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The surge of interest in Black artists following the rise of the Black Lives Matter (BLM) movement “isn’t a flash in the pan”, says the curator of a forthcoming exhibition of Black figurative art at the National Portrait Gallery in London (NPG). Ekow Eshun, the former director of the Institute of Contemporary Arts, London (ICA), has brought together works by 22 artists from the African diaspora for The Time Is Always Now: Artists Reframe the Black Figure (22 February-19 May). The exhibition features portraits by “some of the most celebrated artists in the world”, Eshun says, including Lubaina Himid, Claudette Johnson, Chris Ofili and Kerry James Marshall.

Following the death of George Floyd in 2020, many museums and collectors scrambled to overhaul their holdings to include more Black artists. The NPG show is billed as a major study of the Black figure and its representation in contemporary art.

Eshun acknowledges that we are witnessing an “extraordinary flourishing of Black artistic virtuosity”. And with this, we have “moved beyond a sense” that the work produced by these artists “is potentially a moment”. What his show aims to do is “invite scrutiny of the depth of exploration of what these artists are doing” and “to consider the fullness and the depth of experience and exploration that’s going on in each these works”.

This is one of the first major exhibitions at the NPG since it reopened last year following a £41m refurbishment. “This show is a good fit with the reopening year of the gallery, in that it tries to think about a contemporary moment that we’re in,” Eshun says.

The institution’s rehang includes a prominent place for Portrait of Mai (Omai) by Joshua Reynolds, acquired by the NPG with the Getty for £50m last year, and one of the most renowned portraits of a non-white person in British art history. According to Eshun, his exhibition is not explicitly in dialogue with Reynolds’s painting. “It’s an interesting question. The NPG’s got an amazing collection of works. For me, the emphasis is less on what’s happening outside the space of the exhibition. I’m interested in what’s happening within the exhibition: I’m interested in the gaze, insight and acuity that these artists are bringing to their subjects.”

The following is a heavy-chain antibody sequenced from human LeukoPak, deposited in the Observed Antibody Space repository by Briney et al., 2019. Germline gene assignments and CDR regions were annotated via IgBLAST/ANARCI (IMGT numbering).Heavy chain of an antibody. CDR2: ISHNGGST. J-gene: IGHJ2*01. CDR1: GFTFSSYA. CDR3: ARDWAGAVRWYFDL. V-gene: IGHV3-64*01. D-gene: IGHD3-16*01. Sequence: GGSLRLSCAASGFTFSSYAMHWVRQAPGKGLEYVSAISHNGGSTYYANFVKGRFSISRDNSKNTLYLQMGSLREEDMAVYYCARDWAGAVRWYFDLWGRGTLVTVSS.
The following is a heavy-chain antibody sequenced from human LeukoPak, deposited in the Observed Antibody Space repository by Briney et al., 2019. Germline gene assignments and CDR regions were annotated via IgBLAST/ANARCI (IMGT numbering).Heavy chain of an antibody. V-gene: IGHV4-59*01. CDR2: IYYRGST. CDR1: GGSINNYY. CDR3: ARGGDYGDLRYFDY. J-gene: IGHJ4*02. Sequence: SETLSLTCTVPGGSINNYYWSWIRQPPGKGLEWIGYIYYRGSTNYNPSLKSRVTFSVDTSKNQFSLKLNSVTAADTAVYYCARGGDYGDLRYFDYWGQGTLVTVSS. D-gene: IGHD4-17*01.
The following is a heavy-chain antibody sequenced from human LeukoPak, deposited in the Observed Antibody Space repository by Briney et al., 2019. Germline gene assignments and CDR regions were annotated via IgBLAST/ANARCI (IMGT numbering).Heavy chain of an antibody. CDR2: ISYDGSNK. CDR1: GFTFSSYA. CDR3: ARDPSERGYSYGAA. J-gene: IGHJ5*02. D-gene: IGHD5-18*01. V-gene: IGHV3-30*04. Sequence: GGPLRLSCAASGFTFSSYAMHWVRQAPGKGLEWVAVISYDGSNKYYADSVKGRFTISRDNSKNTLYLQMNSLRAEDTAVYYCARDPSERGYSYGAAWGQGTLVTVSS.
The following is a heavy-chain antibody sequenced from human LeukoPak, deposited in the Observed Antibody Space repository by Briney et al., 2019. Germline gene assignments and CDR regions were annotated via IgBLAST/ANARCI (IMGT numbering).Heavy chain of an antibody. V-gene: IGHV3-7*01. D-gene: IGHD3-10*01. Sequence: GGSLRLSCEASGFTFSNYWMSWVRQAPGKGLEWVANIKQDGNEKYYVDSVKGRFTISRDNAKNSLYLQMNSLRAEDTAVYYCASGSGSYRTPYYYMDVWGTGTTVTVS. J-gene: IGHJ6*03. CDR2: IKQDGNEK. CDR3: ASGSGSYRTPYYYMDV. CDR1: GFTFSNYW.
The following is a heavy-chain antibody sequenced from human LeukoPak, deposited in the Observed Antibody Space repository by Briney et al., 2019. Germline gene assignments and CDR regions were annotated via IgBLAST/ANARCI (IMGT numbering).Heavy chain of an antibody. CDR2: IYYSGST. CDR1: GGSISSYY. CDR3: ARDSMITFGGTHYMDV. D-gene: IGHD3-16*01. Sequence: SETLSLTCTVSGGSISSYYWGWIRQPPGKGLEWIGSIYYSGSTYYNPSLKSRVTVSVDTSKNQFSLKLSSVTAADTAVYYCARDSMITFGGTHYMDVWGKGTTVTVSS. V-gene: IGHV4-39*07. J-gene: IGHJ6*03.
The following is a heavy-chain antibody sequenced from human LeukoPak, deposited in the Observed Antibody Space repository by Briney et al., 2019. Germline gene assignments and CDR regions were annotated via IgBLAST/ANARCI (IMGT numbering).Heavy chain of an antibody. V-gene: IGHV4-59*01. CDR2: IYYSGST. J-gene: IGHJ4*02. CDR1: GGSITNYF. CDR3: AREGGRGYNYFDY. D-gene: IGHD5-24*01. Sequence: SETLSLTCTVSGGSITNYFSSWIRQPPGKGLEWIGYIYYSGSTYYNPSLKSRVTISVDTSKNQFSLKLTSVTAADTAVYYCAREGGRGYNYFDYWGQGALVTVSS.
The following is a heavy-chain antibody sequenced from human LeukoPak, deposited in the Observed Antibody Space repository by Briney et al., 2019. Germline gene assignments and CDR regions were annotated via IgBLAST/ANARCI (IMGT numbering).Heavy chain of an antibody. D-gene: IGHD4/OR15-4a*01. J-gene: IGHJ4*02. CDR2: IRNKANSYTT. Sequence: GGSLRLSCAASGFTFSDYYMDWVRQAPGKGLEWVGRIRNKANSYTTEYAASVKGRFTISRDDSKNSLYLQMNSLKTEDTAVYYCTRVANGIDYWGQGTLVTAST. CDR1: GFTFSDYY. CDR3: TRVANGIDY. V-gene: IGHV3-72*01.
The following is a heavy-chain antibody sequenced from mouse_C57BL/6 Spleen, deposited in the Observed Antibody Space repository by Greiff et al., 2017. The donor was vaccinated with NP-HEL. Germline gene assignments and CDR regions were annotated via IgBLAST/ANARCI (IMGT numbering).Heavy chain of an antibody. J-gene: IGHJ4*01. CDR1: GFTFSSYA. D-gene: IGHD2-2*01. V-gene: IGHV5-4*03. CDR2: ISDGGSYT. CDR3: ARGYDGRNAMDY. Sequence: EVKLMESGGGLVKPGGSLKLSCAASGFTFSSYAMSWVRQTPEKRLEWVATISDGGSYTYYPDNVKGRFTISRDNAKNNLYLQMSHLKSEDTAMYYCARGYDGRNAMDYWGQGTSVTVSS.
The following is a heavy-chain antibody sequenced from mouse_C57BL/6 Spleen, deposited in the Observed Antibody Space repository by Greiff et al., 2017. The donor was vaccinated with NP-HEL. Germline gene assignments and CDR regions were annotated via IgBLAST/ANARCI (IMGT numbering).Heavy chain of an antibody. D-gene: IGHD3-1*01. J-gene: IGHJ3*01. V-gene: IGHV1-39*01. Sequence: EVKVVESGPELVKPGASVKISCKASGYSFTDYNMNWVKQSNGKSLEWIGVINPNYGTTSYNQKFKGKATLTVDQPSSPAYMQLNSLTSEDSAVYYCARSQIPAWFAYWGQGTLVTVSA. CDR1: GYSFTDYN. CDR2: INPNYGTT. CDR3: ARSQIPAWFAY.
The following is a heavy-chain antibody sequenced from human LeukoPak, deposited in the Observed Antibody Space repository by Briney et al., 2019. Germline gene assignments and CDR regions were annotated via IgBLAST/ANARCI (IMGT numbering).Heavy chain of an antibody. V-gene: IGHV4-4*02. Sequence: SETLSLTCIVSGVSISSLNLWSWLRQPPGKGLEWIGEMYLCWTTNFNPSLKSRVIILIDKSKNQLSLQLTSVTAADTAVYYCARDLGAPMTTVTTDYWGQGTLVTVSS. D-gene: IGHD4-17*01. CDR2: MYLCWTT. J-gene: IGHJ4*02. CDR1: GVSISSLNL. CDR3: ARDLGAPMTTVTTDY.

The Time Is Always Now takes its title from the work of James Baldwin, the American writer and civil rights campaigner. Eshun says the context of the exhibition is “the very long history of Black presence within Western art history but also Black misrepresentation, erasure, overlooking, marginalisation which comes really from the ways Western artists have depicted the Black figure”. He continues: “All the works are from the year 2000 onwards, they’re all about how Black artists are looking at the Black figure and trying to move from looking at to looking with. Looking through the eyes of the artists and the subjects. And that, I think, is a singular shift that we see in the 21st century.”

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